Minister's Post, Fri May 21
This Week's Prayer
Dear Breathe of life flowing through us,
Recognizing the aspiration we have to abide with reality just as it is, undistorted by what we want more of or what we want less of --
recognizing the compassion we have, our desire that suffering, wherever it may arise, be eased --
recognizing the great wisdom of our bodies – circulating blood, taking in oxygen and releasing our excess carbon dioxide, healing our scratches and bruises and sores, keeping us balanced and alive everyday without need of our conscious attention --
we breathe in all the suffering of the world, and breathe out the salve of care.
We are bodies miraculously born into this world. Our infant brains had no idea how to be born, but our little bodies, and our mothers’ bodies, together knew how to do it. We forget what a sacred miracle our life is, but our bodies do not forget. Our bodies never fail us. They wear out, or will. They break down. But that is not failing us. That is reliably carrying us through our cycle from birth to death precisely as they should. Our bodies never fail us.
These amazing bodies have the capacity to breathe in suffering and transform it. Inhaling, we say yes to another moment of life with all its pain, sorrow, and loss. Exhaling we release all of this. Compassion doesn’t require major effort. We only have to allow it.
The pain and difficulty in our life, and the pain and difficult of others, is a gateway to the path of love.
Breathing in the ongoing suffering of this pandemic; breathing out recovery, recuperation, healing.
Breathing in the unrest and violence in Gaza and Israel; breathing out peace.
Breathing in the anger and hate; breathing out concern and respect, dignity and care.
Breathing in all the pollution of air and ocean; breathing out cleansing and restoration.
Breathing in all that is broken and hurts; breathing out healing, health, and wholeness.
We ask of ourselves the mindful intention to delight in what is good, to confront what is cruel, to heal what is broken.
Blessed be, and Amen
The Worldwide numbers are not reliable, and likely are greatly underestimating the actual prevalence of Covid-19. These numbers may nevertheless give us an indication of trends.
The 7DMA (7-Day Moving Average) of new cases per day:
After sharply declining from Jan 11 to Feb 20, and then increasing dramatically from Feb 20 to Apr 29, new cases have been coming down -- though still well above Feb 20.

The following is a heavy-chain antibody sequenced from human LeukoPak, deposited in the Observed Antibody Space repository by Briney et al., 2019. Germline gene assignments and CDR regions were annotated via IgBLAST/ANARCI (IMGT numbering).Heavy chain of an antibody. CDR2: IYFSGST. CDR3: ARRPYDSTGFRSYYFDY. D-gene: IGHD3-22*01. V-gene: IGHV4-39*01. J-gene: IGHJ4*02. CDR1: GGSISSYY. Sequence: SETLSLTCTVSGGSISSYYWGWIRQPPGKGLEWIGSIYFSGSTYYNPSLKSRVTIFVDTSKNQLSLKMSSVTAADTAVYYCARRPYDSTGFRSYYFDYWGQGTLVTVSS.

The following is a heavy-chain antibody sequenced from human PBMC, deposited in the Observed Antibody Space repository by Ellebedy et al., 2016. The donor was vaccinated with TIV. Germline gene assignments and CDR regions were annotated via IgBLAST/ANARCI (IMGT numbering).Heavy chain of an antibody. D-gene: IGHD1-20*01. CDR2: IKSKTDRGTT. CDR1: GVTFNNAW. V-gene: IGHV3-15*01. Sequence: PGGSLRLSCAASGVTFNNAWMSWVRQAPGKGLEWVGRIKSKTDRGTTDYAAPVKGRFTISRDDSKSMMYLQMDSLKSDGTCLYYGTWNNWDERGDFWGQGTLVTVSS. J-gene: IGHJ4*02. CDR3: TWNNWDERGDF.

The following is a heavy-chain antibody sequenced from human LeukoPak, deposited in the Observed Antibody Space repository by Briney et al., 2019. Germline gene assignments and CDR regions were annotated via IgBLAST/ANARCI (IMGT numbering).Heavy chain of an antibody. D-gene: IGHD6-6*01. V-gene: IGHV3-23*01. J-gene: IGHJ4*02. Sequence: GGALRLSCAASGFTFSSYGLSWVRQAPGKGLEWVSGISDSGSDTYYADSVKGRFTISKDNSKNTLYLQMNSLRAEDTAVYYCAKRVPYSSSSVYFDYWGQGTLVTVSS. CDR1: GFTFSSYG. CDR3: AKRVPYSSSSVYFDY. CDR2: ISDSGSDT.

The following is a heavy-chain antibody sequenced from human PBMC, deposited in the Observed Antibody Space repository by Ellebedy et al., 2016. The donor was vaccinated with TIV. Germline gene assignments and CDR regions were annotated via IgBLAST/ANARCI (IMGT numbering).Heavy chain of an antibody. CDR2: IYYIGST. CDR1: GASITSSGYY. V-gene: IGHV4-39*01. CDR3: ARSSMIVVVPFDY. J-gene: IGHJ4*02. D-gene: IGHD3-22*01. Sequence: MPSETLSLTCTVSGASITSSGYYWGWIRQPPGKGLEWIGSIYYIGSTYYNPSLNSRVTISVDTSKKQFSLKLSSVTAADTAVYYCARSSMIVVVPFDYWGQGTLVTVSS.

Worldwide 7DMA of new cases per day as of:
Peak of new cases per day, Jan 11: 745,294
Feb 20: 360,949
Apr 29: 830,185
May 13: 733,226. One-week change, May 6 to May 13: -7.6%
May 20: 624,668. One-week change, May 13 to May 20: -14.9%
The 7DMA of deaths per day, worldwide:
Deaths peaked on Jan 26, and fell steadily until Mar 12 -- a decline of 43 percent over 45 days.
From Mar 12 to Apr 30, however, deaths increased 62%. Since then, reported deaths have been coming down, though more slowly than new cases.
Worldwide 7DMA of deaths per day as of:
Peak of deaths per day, Jan 26: 14,452
Mar 12: 8,293
Apr 30: 13.478
May 13: 12,660. One-week change, May 6 to May 13: -2.1%
May 20: 12,319. One-week change, May 13 to May 20: -2.9%
In the US, the 7DMA of new cases per day peaked on Jan 11. New cases then fell sharply for six weeks until Feb 21. From Feb 21 to Apr 28, the rate of new cases stayed pretty flat, wavering up and down between 73,000 and 55,000 new cases a day. Apr 29 broke through to less than 55,000, and new cases per day have continued to decline since then. New cases per day are now lower than at any time since last Jun 21.
U.S. 7DMA of new cases per day as of:
Peak of new cases per day, Jan 11: 255,657
Feb 21: 69,119
May 13: 36,595. One-week change, May 6 to May 13: -21%
May 20: 28,832. One-week change, May 13 to May 20: -21%
Deaths continue to slowly decline. The 7DMA of Covid deaths per day as of May 20 is 573 -- the lowest since last Jul 7.
U.S. 7DMA of deaths per day as of:
Peak: Jan 16: 3,470
May 13: 634. One-week change, May 6 to May 13: -8.3%
May 20: 592. One-week change, May 13 to May 20: -9.5%
We seem to be headed out of the woods, but do remember that people are still dying from this.
ICYMI ("In Case You Missed It")
Here's the May 16 service, "Repairing"
Practice of the Week
Aspire Without Attachment. Here’s a slogan to remember, to repeat to yourself every morning: "Aspire without attachment."
We do have preferences and intentions: for security, comfort, enjoyment, creative expression, physical and mental health, connection, respect, love, self-actualization, spiritual development. But is your pursuit driven and stressed? Or characterized by outer effort and inner peacefulness?
If it’s driven and stressed, then you are attached to an outcome – there’s craving, and thus suffering. On the other hand, aspiration -- working hard toward your goals without getting hung up on the results -- feels good, and it helps you stretch and grow without worry. Failure – except for what you might learn from it – is beside the point. The victory is in the doing – not the outcome. Aspiration is about liking, while attachment is about wanting -- and these involve separate systems in your brain. Liking what is pleasant and disliking what is unpleasant – that’s life. Trouble comes when we tip into the craving and strain inherent in wanting, wanting, wanting what's pleasant to continue and what's unpleasant to end.
This slogan – "aspire without attachment" – will help attune you to the differences between liking and wanting. The difference shows up in your body, emotions, attitudes, and thoughts. Liking feels open, relaxed, and flexible while wanting feels tight, pressed, contracted, and fixated.
For tips on how better to aspire without attachment, see the post, "Aspire Without Attachment."
See also our SPIRITUAL PRACTICE DIRECTORY